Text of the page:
A monthly overview of recent academic research about Wikipedia and other Wikimedia projects, also published as the Wikimedia Research Newsletter.
This book chapter  discusses general trends in misinformation on the web. Misinformation can take many forms including vandalism, spam, rumors, hoaxes, counterfeit websites, fake product reviews, clickbait, and fake news. The chapter briefly describes each subtopic and presents examples of them in practice. The following section details a comprehensive set of NLP and network analysis studies that have been conducted both gain further insight into each subtopic, as well as combat them.
The chapter concludes with a case study based on the authors' research to protect Wikipedia content quality. The open editing mechanism of Wikipedia is ripe for exploitation by bad actors. This occurs mainly by vandalism, but also through page spamming and the dissemination of false information. To combat vandalism, the authors developed the "DePP" system, which is a tool for detecting which Wikipedia article pages to protect. DePP achieves 92.1% accuracy across multiple languages in this task. This system is based on the following base features: 1) Total average time between revisions, 2) Total number of users making five or more revisions, 3) Total average number of revisions per user, 4) Total number of revisions by non-registered users, 5) Total number of revisions made from mobile devices, and 6) Total average size of revisions. Through careful statistical analysis to determine the standard behavior of these metrics, malicious revisions can be identified by a deviation from these standards.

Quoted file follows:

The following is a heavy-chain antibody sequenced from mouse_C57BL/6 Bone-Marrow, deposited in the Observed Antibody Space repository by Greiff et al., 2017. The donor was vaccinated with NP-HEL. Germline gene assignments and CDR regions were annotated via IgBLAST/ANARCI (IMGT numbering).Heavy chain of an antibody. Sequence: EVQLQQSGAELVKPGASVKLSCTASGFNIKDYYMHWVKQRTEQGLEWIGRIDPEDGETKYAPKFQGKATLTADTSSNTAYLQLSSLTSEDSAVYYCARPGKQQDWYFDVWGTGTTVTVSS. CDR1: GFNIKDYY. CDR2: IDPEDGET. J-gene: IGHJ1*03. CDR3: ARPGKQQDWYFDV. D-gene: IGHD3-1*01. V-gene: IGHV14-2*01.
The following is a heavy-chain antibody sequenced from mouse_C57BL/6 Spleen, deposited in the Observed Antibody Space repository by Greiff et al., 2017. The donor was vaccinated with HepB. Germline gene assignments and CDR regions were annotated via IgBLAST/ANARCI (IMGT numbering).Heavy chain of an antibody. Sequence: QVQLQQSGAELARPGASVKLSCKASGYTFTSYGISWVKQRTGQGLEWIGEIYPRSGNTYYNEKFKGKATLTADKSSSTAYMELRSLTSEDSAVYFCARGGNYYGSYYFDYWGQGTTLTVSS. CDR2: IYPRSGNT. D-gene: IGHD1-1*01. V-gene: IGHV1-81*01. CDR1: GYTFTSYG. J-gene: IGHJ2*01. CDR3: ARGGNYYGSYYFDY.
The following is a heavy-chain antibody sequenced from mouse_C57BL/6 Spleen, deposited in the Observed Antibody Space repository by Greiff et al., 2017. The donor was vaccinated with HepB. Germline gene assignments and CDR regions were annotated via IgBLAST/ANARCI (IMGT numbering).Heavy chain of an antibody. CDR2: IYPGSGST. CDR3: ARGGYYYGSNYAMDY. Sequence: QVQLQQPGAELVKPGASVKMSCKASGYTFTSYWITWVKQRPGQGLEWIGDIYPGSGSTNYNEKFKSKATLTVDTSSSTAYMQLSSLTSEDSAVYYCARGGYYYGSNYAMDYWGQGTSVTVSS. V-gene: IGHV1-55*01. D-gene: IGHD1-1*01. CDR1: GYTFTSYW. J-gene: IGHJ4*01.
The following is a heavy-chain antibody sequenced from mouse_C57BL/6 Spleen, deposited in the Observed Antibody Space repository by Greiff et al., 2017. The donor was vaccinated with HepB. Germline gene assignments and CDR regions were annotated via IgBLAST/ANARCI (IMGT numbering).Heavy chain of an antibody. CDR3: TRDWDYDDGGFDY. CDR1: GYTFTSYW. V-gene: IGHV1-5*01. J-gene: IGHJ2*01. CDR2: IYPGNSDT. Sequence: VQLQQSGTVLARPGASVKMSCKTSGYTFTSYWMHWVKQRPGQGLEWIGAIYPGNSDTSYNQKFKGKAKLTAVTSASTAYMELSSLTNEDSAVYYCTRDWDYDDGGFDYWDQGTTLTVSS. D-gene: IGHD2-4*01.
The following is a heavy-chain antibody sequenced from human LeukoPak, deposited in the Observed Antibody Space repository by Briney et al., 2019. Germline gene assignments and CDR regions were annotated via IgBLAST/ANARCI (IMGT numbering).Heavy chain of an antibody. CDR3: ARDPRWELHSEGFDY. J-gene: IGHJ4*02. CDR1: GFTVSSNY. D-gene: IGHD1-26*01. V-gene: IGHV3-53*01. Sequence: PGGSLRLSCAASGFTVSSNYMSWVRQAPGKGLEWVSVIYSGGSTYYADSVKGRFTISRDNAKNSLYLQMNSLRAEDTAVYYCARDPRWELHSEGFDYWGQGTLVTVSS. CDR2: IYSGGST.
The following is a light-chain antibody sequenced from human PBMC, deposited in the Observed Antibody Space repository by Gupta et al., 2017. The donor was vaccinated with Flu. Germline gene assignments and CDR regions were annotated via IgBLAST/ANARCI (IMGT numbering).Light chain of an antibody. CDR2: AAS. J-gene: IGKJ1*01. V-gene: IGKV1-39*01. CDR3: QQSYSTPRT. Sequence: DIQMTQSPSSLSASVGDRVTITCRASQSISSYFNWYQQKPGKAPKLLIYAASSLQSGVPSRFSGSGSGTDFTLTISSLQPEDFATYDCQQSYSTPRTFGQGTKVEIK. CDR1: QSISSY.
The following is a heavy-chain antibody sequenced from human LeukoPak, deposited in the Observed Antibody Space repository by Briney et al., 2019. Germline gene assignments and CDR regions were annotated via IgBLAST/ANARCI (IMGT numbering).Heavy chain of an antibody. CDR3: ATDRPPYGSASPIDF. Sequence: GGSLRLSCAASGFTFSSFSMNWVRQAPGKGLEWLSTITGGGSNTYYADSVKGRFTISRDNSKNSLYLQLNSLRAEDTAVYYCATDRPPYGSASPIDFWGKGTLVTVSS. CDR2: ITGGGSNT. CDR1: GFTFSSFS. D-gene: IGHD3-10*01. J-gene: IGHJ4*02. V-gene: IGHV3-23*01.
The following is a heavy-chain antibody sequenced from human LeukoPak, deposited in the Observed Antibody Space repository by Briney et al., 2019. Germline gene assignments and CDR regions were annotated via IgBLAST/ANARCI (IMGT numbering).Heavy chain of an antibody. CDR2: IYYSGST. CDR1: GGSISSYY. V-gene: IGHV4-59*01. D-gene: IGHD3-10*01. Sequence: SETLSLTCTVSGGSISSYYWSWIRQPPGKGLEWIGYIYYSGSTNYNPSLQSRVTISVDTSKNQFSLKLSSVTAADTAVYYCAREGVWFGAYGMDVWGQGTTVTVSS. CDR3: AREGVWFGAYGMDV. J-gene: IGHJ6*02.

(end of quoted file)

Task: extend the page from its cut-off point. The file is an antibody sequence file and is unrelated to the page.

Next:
To combat spam, the authors developed the "Wikipedia Spammer Detector" (WiSDe). WiSDe uses a framework built upon features that research has revealed to be typical of spammers. These features most notably include the size of the edits, the time required to make edits, and the ratio of links to text within the edits. WiSDe achieved an 80.8% accuracy on a dataset of 4.2K users and 75.6K edits - an improvement of 11.1% over ORES. The case study concludes by providing some findings regarding the retention of new contributors to Wikipedia. They proposed a predictive model that achieved a high precision (0.99) in predicting users that would become inactive. This model relies on the observation that active users are more involved in edit wars, edit a wider variety of categories, and positively accept critiques.
See also our earlier coverage of related papers involving the first author: "Detecting Pages to Protect", "Spam Users Identification in Wikipedia Via Editing Behavior"
An article in the psychology journal Personality and Individual Differences reports on an experiment in a Wikipedia-like wiki, where editors with higher general intelligence scores write higher quality articles (as rated by readers) - but only when contributing non-anonymously. This is interpreted as evidence that contributors successfully "signal" their intelligence to readers (in the sense of signalling theory, which seeks to explain various behaviours in humans and animals that appear to have no direct benefit to the actor by positing that they serve to communicate certain traits or states to observers in an "honest", i.e. difficult to fake fashion).